Surprise, surprise. Georgia’s holy quest to rid the college football world of uneven treatment of drug issues winds up a complete and utter failure.
There were many issues discussed the first three days of SEC meetings this week. A uniform drug policy for the SEC was not one of them.
“Never came up,” Richt said as he prepared to go home Wednesday afternoon.
Georgia athletics director Greg McGarity was asked if it was a dead issue.
“Yes,” he said.
Georgia president Jere Morehead vowed last year to push the issue with his counterparts at a meeting last fall. But evidently he got nowhere, just as McGarity, Richt and others did last summer at SEC meetings.
And so Georgia officially presses onward, perhaps the only SEC school to test and suspend players for a first-time marijuana offense. It has caused a key player to miss the season opener (and sometimes more) for at least three straight seasons, and receiver Justin Scott-Wesley, arrested last year for marijuana possession, should make it four when Georgia hosts Clemson in August.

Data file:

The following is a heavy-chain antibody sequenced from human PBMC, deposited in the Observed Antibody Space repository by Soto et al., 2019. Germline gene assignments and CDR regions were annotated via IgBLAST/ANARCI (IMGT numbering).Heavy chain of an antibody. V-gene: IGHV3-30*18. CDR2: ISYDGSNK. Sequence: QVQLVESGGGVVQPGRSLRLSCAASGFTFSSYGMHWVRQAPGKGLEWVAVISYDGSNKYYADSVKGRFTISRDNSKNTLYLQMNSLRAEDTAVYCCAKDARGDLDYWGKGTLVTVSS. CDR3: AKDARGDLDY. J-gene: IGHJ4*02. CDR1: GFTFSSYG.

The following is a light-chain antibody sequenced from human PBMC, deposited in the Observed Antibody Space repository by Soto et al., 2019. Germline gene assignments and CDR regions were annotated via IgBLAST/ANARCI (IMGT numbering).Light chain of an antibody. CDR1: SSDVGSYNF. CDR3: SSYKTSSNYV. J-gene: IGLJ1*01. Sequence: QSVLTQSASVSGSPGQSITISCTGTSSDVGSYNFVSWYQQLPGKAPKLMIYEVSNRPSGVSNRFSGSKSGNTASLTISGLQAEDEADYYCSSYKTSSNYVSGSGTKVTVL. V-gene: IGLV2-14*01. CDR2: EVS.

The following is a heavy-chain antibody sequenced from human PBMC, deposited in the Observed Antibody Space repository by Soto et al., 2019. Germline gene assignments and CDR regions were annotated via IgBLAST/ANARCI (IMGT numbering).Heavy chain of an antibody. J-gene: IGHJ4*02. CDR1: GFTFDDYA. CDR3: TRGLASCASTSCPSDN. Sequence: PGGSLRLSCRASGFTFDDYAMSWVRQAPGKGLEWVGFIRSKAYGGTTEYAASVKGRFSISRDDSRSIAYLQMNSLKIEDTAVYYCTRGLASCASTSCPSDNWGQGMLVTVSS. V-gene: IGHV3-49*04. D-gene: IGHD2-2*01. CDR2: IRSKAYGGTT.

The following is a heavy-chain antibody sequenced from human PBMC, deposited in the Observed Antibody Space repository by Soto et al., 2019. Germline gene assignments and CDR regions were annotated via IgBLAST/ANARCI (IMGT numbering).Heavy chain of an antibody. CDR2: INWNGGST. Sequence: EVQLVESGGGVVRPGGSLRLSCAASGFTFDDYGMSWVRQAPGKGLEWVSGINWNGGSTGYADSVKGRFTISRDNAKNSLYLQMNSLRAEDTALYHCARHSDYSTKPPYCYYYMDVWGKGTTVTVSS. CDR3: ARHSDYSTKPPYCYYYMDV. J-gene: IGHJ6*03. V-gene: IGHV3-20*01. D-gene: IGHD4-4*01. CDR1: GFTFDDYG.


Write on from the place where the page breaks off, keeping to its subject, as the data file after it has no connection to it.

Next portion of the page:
Meanwhile, marijuana has been legalized in Colorado and Washington, and many of Georgia’s opponents either don’t test players often or don’t penalize them for a first offense.
Shocking, I know. But Richt isn’t wavering.
“I’ve never pursued anything,” he said. “I think people have asked me, ‘Would it make sense for everybody to be under the same guidelines?’ Yeah it would. But I’ve never sat there and said, ‘Hey we need to do this.’ I’m not going to the A.D. or the presidents and saying, ‘Hey we need to change this.’
“I love our guys, and I don’t want them to do drugs. And we’ve got a stiff policy because I love them. If it costs a guy some playing time, but it saves them a whole lot of hell and grief down the road, then I’m willing to make that trade off.”
I actually find that admirable in a sense. Whether you agree with him or not, Richt is doing what he thinks is the right thing, regardless of what the policies are at competing programs. It’s just that Georgia needs to be smarter in factoring the consequences of that stance when it comes to structuring a schedule.